My Chief was the love of my life for seven years, a time during which he introduced me to his sacred, Ceremonial way of living. I didn’t care about a whole lot then other than ending my psychic pain, spending extended time on the reservation learning and doing Ceremony. After a few years, I experienced a Hanblecheya Ceremony, a vision quest, Hanble in his language meaning a dream or a vision, and Cheya meaning to cry, hence Crying for a Vision. Going on the Hill as they call it is a four-day Ceremony where one is isolated in the wilderness with no food and no water. Orchestrating this near-death experience and dissolution of the ego helps resolve one’s understanding of what death truly is, and can provide a glimpse forward or back, into one’s own future or past. My experiences on the Hill are other stories in themselves, and if you have an interest, you can read up on what I jokingly call The Great Lakota Weight Loss Program on my old blog here. On with this current account, one of the visions I experienced clearly pointed me toward the country of Vietnam. The Chief, being a robust, authentic Shaman, also suffered many of the health problems of the rough and tumble Native world, being a smoker, former alcoholic and victim of fetal alcohol syndrome. He suffered a stroke in the summer of 2005, and in January 2006 took an untimely, early departure for the World of the Spirit. He was the world to me as well as the world to come for those seven years and then he was gone, and I refer to the period in my life afterward as The Great Return to Civilization. In retrospect, however, there wasn’t anything great about it; not knowing what to do next, I moved from the American Southwest to San Francisco and did my best to return to my former life as an ad copywriter.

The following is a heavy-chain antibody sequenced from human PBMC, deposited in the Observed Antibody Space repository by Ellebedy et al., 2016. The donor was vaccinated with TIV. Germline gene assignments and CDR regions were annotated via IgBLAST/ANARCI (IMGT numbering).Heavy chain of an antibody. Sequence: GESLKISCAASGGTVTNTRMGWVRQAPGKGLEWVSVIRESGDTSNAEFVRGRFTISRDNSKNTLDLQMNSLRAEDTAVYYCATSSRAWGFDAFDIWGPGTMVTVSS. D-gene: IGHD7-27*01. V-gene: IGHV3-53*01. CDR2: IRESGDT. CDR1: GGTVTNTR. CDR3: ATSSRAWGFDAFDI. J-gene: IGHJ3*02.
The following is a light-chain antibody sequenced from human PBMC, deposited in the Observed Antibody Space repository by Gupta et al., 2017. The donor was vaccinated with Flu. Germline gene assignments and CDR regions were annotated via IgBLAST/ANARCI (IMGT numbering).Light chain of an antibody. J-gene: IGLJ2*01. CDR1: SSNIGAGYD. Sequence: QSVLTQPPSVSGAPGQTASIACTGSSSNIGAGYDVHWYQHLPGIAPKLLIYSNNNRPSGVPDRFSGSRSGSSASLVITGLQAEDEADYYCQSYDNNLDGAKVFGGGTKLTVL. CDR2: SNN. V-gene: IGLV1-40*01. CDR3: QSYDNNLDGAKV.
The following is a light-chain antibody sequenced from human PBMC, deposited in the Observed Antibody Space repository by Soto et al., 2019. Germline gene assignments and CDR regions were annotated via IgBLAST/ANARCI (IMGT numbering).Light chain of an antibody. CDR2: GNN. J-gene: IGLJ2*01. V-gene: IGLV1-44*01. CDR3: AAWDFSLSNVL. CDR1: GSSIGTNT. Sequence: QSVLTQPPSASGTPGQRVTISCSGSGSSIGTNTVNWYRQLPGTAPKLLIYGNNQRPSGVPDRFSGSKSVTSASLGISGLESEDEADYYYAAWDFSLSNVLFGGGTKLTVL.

At that time, Aaron James Everheart serendipitously entered the scene. I did a gig for a graphic design firm, the owner of which had recently returned from a whirlwind tour through Vietnam. Back to semi-stumbling my way through life, I remembered my vision and was all ears and questions. “The whole trip was inspired by a buddy who lives in Hà Nôi and works for Grey Advertising,” he explained. “He’s a good guy, I’ll give you his e-mail.” And the rest, as they say, is lich sú (history). Aaron’s generous response blew me away. He told me where to go, who to contact and what to do, i.e., “Take the overnight train to Sapa and stay at the Dutch Eco Lodge.” Sapa lies in the country’s northern mountains, a hamlet filled with colorful examples of the 54 minority group that populate the country. The district is one of the few in VN where Hmong people compose the majority, followed by the Yao, Kinh, Tay, Day and Xa Pho. If you’ll recall, a traditional healer of a North American tribe set me on the road that really leads somewhere. My thoughts go back to walking those mounatinous dirt roads for the first time absolutely elated, and on two subsequent trips I lined up home stays, even allowed to attend and experience the healing Ceremonies of Red Szao Shamans. A bunch of other weird, wonderful occurrences while there confirmed my spiritual growth would continue, as it has on this trip and does to this very day.